BASys attempts to fill the remaining annotations by subjecting the query sequence to a battery of additional similarity searches and sequence analyses. BLAST searches are conducted against a number of specialized databases including the protein sequences of model organisms (Caenorhabditis elegans, Homo sapiens, Saccharomyces cerevisiae and Drosophila melanogaster); a non-redundant database of bacterial protein sequences, the PDB database of 3D biological macromolecular structure data (13), and the COG database of orthologous groups of proteins (14). Various sequence analyses are also performed on the query sequence, including protein family analysis with Pfam (15), sequence motif analysis with PROSITE (16), signal peptide and transmembrane domain prediction with PredictSPTM (J. Cruz, unpublished data), and predicted secondary structure with PSIPRED (17). If the sequence has sufficient similarity to a sequence represented in the PDB database, then BASys may use HOMODELLER (X. Dong, unpublished data) to generate a homology model and subsequently perform a structural analysis using VADAR (18). Several additional annotations, such as protein molecular weight, isoelectric point and operon structure are calculated directly from the chromosomal, protein-coding nucleotide and translated protein sequence data. In all, a collection of ∼60 distinct annotations is generated for each gene. A detailed summary of the annotation process for each field, along with its relevance and the program or database versions used, is available on the BASys web site (http://wishart.biology.ualberta.ca/basys/cgi/annotations.pl).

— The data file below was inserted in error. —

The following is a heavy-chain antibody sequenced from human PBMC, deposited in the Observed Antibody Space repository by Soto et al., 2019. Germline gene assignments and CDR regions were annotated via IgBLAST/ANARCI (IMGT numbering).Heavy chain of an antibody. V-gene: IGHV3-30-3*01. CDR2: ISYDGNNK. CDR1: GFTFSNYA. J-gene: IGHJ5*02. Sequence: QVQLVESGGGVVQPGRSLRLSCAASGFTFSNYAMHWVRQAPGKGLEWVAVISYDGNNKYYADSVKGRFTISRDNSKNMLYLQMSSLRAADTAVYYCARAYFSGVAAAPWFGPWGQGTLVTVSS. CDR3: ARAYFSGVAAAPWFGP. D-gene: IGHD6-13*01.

BASys is an ambitious annotation system. It draws on many different sources for its information and tries to assign as many annotations as possible to each gene. Although every precaution has been taken to provide the highest quality annotations possible, it is inevitable that some annotations will be incorrect, as is the case with all fully automated genome annotation systems. For this reason BASys provides, whenever possible, information on the source of the annotation, the evidence used to support the annotation and a rough indication of the quality of the annotation. For example, an annotation assigned from a similarity search would include the BLAST report as evidence, the database and version as the source, and a quality indicator such as ‘marginal’, ‘strong’ or ‘clear’. This information is kept in a separate file to prevent cluttering up the main annotation report, but a hyperlink is provided to the file for easy inspection.